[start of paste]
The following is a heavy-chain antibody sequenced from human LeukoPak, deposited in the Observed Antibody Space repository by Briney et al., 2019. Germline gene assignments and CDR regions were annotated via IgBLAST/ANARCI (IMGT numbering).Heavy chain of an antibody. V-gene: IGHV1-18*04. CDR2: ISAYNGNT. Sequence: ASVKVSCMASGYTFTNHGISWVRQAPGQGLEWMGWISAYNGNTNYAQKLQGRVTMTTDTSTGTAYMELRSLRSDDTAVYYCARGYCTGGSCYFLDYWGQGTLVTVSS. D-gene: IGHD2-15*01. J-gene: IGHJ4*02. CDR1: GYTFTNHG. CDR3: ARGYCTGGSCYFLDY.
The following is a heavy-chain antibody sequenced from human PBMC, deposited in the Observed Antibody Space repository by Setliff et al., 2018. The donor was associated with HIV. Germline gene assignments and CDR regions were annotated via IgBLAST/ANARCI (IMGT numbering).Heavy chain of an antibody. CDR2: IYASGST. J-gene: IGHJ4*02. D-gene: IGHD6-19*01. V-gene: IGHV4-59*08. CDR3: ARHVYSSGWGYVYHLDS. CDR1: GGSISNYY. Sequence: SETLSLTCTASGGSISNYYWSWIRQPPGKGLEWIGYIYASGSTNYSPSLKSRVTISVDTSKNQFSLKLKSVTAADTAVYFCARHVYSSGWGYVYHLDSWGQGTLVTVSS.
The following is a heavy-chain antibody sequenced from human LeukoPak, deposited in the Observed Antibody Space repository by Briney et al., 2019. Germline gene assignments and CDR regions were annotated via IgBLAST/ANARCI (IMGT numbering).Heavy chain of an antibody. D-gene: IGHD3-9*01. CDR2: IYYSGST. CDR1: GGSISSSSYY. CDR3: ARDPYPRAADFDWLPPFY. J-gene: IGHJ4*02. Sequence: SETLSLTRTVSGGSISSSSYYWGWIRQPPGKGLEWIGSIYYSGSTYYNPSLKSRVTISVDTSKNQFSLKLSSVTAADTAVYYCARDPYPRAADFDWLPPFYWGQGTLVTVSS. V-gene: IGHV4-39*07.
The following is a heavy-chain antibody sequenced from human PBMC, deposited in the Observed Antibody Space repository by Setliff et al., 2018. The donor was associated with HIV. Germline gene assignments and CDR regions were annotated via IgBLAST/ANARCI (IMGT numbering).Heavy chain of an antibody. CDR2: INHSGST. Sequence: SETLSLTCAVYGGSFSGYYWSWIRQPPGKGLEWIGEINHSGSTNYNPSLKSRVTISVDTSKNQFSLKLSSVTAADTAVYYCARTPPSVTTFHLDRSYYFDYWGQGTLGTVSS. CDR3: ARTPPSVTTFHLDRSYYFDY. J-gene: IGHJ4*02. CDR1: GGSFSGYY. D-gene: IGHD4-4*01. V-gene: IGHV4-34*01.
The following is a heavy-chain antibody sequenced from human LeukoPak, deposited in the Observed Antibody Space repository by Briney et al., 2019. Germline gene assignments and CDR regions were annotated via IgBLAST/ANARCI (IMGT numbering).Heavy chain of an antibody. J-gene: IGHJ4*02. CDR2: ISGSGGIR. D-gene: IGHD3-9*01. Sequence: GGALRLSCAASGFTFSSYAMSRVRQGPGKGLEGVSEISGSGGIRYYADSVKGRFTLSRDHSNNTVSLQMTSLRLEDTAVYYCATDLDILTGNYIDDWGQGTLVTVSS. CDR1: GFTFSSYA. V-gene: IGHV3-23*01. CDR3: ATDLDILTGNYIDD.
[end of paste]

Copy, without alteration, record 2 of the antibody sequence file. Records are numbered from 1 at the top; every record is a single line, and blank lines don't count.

The following is a heavy-chain antibody sequenced from human PBMC, deposited in the Observed Antibody Space repository by Setliff et al., 2018. The donor was associated with HIV. Germline gene assignments and CDR regions were annotated via IgBLAST/ANARCI (IMGT numbering).Heavy chain of an antibody. CDR2: IYASGST. J-gene: IGHJ4*02. D-gene: IGHD6-19*01. V-gene: IGHV4-59*08. CDR3: ARHVYSSGWGYVYHLDS. CDR1: GGSISNYY. Sequence: SETLSLTCTASGGSISNYYWSWIRQPPGKGLEWIGYIYASGSTNYSPSLKSRVTISVDTSKNQFSLKLKSVTAADTAVYFCARHVYSSGWGYVYHLDSWGQGTLVTVSS.